Purple calla lilies, green hydrangeas, lime lizard chrysanthemums, and golden sunflowers fill the space at Full Bloom Flowers on Vancouver’s Commercial Drive. The small studio might look like any other neighbourhood floral shop, but in fact, it’s greener than most.
Making up a sizable portion of the bouquets here are local, organic and fair trade flowers. Just as organic food has become a billion-dollar industry, with consumers saying no to chemicals that contaminate their produce and the planet, interest in pesticide-free petals is growing.
“So many industries have gone in a direction where it’s antithetical to the health of the planet, and the floral industry is just another wave,” Full Bloom Flowers co-owner Diane Levings says, sitting amid salal, snapdragons, and ornamental grasses during a break between deliveries. “But more and more smaller outfits are doing organic products.
“The interest in organic and fair trade flowers really mirrors the natural-food movement,” she says. “There’s the 100-mile diet; we have 100-mile floral arrangements.”
According to the Trade Standards Practitioners Network, an international collective of NGOs, research institutes, and other agencies, the global floral market was valued at almost $7-billion (U.S.) in 2006, representing a 50 per cent increase since 2000. Major cut-flower exporters include the Netherlands, Colombia, Ecuador, Kenya and, increasingly, developing countries such as Thailand, Ethiopia, Uganda, and Zambia.
With so many flowers being shipped to Canada from abroad – and sold everywhere from corner stores to bulk warehouses – the global flower trade has a large carbon footprint.
Then there’s its effect on environmental and human health.
In Colombia and Ecuador, for example, workers are routinely exposed to toxic pesticides and fungicides that have been linked to respiratory problems, skin rashes, miscarriages, premature births and congenital malformations, according to the Washington, D.C.-based International Labor Rights Forum (ILRF), an advocacy organization aimed at establishing just and humane treatment of workers around the world.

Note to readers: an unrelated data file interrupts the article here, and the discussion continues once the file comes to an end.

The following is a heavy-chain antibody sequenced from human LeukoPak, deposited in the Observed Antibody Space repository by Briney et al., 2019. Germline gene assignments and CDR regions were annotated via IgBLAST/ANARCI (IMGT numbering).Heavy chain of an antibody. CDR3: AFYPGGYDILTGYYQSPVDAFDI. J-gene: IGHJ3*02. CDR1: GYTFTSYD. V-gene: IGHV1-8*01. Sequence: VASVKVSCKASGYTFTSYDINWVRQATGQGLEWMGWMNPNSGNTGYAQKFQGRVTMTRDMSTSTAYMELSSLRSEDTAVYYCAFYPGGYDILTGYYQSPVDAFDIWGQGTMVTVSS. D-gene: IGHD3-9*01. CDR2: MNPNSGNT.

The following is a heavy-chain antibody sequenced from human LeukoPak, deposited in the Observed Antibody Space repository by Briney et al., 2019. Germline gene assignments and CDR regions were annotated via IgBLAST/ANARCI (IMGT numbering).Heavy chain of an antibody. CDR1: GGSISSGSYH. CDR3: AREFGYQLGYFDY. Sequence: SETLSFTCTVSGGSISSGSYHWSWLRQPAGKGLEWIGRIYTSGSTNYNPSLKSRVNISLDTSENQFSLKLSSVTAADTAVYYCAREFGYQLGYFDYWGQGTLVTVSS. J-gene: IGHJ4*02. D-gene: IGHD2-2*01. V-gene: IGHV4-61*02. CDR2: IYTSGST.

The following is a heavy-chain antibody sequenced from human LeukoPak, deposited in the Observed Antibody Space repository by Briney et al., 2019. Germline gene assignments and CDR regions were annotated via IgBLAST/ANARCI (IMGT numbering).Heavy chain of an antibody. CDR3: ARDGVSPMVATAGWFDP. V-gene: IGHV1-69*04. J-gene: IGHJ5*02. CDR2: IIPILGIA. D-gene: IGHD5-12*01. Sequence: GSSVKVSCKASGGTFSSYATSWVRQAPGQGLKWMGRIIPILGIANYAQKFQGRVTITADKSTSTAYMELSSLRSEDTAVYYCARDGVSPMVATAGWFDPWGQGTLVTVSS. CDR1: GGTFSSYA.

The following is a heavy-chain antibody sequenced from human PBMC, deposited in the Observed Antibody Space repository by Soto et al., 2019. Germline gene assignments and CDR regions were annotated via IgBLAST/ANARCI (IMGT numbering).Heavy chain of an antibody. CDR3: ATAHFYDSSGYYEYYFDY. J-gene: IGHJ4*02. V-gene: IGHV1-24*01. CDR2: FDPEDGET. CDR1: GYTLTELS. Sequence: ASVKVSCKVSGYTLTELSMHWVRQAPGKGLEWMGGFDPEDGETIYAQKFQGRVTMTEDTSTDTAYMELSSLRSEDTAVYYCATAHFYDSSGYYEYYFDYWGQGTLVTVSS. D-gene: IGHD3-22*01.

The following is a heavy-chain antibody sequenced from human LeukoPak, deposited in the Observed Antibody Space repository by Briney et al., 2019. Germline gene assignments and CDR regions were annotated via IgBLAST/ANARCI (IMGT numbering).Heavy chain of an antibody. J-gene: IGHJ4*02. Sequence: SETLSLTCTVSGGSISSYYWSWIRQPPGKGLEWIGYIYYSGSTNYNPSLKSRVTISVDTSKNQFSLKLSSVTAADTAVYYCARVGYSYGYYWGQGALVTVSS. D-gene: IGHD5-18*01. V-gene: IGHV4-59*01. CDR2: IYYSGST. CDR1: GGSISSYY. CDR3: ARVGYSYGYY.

Those same harsh chemicals leach into soil and can be carried to rivers and streams, damaging fragile ecosystems.
There are labour and human-rights issues, too, according to the ILRF: many workers are prevented from organizing independent unions, and women have experienced sexual harassment and are subjected to forced pregnancy testing as a condition for hiring (so companies can avoid paying for maternity leave).
Hence the shift toward ethically-grown flowers, including imports that are held up to the same kind of rigorous standards as those for fair trade coffee and chocolate.
Ms. Levings and her Full Bloom Flowers co-owner, Joan Dewling, look for flowers that carry the stamp of approval of the Flower Label Program (FLP), a Bonn, Germany-based association of human-rights groups, flower producers and retailers. The FLP promotes socially and environmentally-responsible flower and foliage cultivation by setting universal health, safety, social, labour and environmental-protection standards.
Full Bloom, like the other eco-friendly florists popping up across the country, uses recycled and recyclable materials and avoids dyes.
Ms. Levings encourages eco-conscious consumers to ask questions. “Educate yourself on what the labels mean. Some places you can check out for yourself.”
In other words, go straight to the source.
In Pemberton, B.C., for instance, Samuel Casavant and Calida Grymaloski have just launched Bathtub Gardens, which grows certified organic flowers on the pair’s two-acre farm.
Former tree-planters, the two wanted to start their own business, one that reflected their personal values of living in a sustainable manner.
“We believe in growing our own food, and the idea stemmed from there,” Mr. Casavant says. On their farm, they grow purple dahlias, pastel-coloured sweet peas, blue-horizon amaranth and yellow zinnias. “We recognized there was a bit of gap when it came to farms growing to organic flowers.
“For some customers, it clicks right away; it makes sense,” adds Mr. Casavant, who sells blossoms at the farm, at farmers’ markets, and through some grocery stores in nearby Whistler, B.C. “Others are puzzled. They associate organic with something that’s safe to eat. They say, ‘If I don’t eat it, why would I care [about pesticides]’ They might not be aware of the impact on the environment.”
However, for he and Ms. Grymaloski, knowing that the arrangements they display on their kitchen table are pure and natural does more than make for feel-good flower-growing. It also allows for a deeper connection to the world around them.
“We never used to buy flowers very often,” Mr. Casavant says. “Now, we enjoy them so much. They embody the here and now. Looking at them almost stops time.”